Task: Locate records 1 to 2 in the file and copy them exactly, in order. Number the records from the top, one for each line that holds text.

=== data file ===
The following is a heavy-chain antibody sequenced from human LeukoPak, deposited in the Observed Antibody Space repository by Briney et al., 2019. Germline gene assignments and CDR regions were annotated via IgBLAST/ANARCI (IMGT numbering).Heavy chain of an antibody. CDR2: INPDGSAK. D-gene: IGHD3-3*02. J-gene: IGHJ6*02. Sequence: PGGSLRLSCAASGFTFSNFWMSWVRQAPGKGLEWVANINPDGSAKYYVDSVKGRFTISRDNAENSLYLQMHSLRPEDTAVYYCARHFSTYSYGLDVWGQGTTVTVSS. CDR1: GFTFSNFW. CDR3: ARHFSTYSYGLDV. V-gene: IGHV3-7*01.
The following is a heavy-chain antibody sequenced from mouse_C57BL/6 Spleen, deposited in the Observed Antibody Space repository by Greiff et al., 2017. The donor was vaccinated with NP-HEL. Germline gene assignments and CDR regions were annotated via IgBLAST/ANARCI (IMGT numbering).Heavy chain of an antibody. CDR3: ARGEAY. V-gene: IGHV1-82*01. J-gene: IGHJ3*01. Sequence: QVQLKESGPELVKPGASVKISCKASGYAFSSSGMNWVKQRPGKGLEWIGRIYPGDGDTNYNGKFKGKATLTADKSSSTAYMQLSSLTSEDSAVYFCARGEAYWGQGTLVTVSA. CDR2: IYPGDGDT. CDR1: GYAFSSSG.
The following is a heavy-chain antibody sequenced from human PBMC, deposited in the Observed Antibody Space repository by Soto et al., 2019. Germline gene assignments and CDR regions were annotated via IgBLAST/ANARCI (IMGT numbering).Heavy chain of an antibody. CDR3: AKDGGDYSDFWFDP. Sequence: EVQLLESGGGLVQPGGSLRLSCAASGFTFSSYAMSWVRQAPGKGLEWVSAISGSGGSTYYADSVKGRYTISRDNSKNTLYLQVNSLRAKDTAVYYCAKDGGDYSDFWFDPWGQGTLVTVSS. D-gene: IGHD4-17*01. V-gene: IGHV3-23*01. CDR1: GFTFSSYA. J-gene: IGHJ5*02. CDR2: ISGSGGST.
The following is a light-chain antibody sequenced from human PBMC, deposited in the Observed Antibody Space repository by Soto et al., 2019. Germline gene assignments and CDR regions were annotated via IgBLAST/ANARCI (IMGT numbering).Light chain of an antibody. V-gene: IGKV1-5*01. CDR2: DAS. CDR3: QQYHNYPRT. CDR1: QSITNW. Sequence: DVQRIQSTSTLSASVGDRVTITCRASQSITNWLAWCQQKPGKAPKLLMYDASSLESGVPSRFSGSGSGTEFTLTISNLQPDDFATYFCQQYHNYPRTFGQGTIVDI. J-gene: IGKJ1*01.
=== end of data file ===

The following is a heavy-chain antibody sequenced from human LeukoPak, deposited in the Observed Antibody Space repository by Briney et al., 2019. Germline gene assignments and CDR regions were annotated via IgBLAST/ANARCI (IMGT numbering).Heavy chain of an antibody. CDR2: INPDGSAK. D-gene: IGHD3-3*02. J-gene: IGHJ6*02. Sequence: PGGSLRLSCAASGFTFSNFWMSWVRQAPGKGLEWVANINPDGSAKYYVDSVKGRFTISRDNAENSLYLQMHSLRPEDTAVYYCARHFSTYSYGLDVWGQGTTVTVSS. CDR1: GFTFSNFW. CDR3: ARHFSTYSYGLDV. V-gene: IGHV3-7*01.
The following is a heavy-chain antibody sequenced from mouse_C57BL/6 Spleen, deposited in the Observed Antibody Space repository by Greiff et al., 2017. The donor was vaccinated with NP-HEL. Germline gene assignments and CDR regions were annotated via IgBLAST/ANARCI (IMGT numbering).Heavy chain of an antibody. CDR3: ARGEAY. V-gene: IGHV1-82*01. J-gene: IGHJ3*01. Sequence: QVQLKESGPELVKPGASVKISCKASGYAFSSSGMNWVKQRPGKGLEWIGRIYPGDGDTNYNGKFKGKATLTADKSSSTAYMQLSSLTSEDSAVYFCARGEAYWGQGTLVTVSA. CDR2: IYPGDGDT. CDR1: GYAFSSSG.